Transferring files was snap. In my opinion, the best way to transfer files for Android devices. Although this was the best method by far, I should note that the timestamp of transferred files was still changed. At this point, it's no longer a big issue because file name contains the date taken and this info as well as the time were embedded to file itself.

There are some drawbacks of this program:

  • There is no "select all" button. If you want to copy 100 files, you need to select all those files manually (or you could select a folder)
  • dukto needs to be running on both devices simultaneously
  • dukto must be active while transferring files; otherwise, it halts the process. This means no screensaver as well

Disclaimer:
The information in this site is the result of my researches in the Internet and of my experiences. It is solely used for my purpose and may not be suitable for others. I will NOT take any responsibility of end result after following these steps (although I will try to help if you send me your questions/problems).

That's all!
-gibb

Debian Wheezy (7.5): Name-Based Web Sites on a Single IP Address (vhosts)

Configuring virtual hosting with Debian Wheezy has a little different steps from that with Slackware. To avoid from getting myself confused (and hopefully help someone else to set their virtual host sites), these are the steps I used for my local sites.

Disclaimer:
The information in this site is the result of my researches in the Internet and of my experiences. It is solely used for my purpose and may not be suitable for others. I will NOT take any responsibility of end result after following these steps (although I will try to help if you send me your questions/problems).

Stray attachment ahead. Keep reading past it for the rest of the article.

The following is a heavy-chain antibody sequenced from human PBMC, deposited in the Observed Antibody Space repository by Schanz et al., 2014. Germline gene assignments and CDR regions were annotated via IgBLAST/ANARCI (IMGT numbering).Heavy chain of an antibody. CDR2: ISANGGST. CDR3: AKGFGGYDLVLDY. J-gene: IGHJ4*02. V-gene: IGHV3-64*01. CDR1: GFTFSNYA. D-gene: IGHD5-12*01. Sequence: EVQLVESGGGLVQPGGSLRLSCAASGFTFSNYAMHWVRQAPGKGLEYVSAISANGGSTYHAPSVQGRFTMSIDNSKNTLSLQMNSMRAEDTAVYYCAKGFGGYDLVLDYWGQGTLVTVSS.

1) Disabling Default Virtual Host

First, let's disable the default Apache virtual host with a2dissite. What this command do is simply removing a symlink to /etc/apache2/sites-enabled/. # a2dissite default

2) Creating a New Directory and Setting Permissions

It's necessary to create a directory where site's website files and logs reside and grant ownership of the directory to the user instead of keeping it on the root system. For example, I'm setting up for siteA.org and siteB.org.

siteA.org
# mkdir -p /var/www/siteA.org/public_html # mkdir /var/www/siteA.org/logs # chown -R [$user]:[$group] /var/www/siteA.org/public_html
siteB.org
# mkdir -p /var/www/siteB/public_html # mkdir /var/www/siteB.org/logs # chown -R [$user]:[$group] /var/www/siteB.org/public_html

3) Creating Config files

Each virtual host needs own configuration file placed in /etc/apache2/sites-available/ directory. Each configuration file is as follow. Make sure that you have all directories specified in each conf file exist before you restart the apache process; otherwise, it'll fail to start.